Colson Whitehead, is the author of Zone One; Sag Harbor; The Intuitionist, a finalist for the PEN/Hemingway award; John Henry Days, which won the Young Lions Fiction Award and was a finalist for the Pulitzer Prize; and Apex Hides the Hurt, winner of the PEN Oakland Award.
Colson is interviewed by Kobo’s Nora Parker about his latest book, The Underground Railroad, which is an Oprah's Book Club pick.
- Whitehead’s decision to play with the quirky premise of “what if the underground railroad was a real railroad?”
- The navigation of research and how it gets interwoven into the fiction; but the fact that this is not a historical novel and that it doesn’t stick to any real world chronology
- The freeing aspect of not being beholden to reality when crafting a novel
- The manner by which the novel addresses the two opposing viewpoints and biases that take the same passage(s) from the bible and use it to either oppose or support slavery
- The choice of the opening setting in North Carolina and the different arenas for Cora to be tested, and how that allowed for the examination of different types of racism and social structures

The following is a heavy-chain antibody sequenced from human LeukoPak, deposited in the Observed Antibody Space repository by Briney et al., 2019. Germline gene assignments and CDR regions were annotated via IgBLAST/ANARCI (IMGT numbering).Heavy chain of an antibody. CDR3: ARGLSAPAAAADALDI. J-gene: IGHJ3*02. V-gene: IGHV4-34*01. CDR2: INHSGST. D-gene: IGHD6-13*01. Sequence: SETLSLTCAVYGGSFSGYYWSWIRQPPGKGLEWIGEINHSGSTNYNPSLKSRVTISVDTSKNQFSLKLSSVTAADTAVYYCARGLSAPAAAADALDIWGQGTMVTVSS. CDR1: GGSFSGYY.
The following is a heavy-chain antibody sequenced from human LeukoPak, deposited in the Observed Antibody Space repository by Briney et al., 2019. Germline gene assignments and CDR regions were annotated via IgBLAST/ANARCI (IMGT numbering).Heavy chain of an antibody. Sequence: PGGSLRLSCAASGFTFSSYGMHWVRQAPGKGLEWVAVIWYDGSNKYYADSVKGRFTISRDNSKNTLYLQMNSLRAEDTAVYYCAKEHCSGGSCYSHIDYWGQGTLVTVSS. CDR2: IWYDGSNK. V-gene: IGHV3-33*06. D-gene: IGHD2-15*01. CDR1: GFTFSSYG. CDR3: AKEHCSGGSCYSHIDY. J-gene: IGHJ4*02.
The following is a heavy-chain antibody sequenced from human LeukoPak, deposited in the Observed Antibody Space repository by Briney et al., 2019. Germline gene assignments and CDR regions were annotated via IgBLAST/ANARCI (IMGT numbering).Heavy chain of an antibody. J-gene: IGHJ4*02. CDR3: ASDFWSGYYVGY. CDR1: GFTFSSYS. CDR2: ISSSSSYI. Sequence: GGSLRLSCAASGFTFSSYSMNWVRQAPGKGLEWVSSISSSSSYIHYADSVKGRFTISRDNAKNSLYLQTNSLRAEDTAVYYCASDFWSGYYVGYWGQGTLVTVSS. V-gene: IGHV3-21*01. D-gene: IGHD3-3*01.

- The concepts of racism in pre-Civil War America to the concepts of racism as it exists today in modern America
- The historic use of rendering of dialect in the dialogue between white and black characters compared to how it is done in this novel
- The music Whitehead listens to while writing, when he listens to Purple Rain from Prince and Debut Nation from Sonic Youth and how David Bowie is in every book
- How Whitehead felt about being selected for the Oprah Book Club
- The adept characterization and relationships of the kids in Whitehead’s novel Sag Harbor and how the characters evolved from inspiration from real people into their own unique fictional characters within the novel
KWL Director Mark Lefebvre talks about the concept of writers listening to music while working and then asks KWL listeners to share their own habits and practices when it comes to listening to (or not listening to) music or other ambient noises while writing.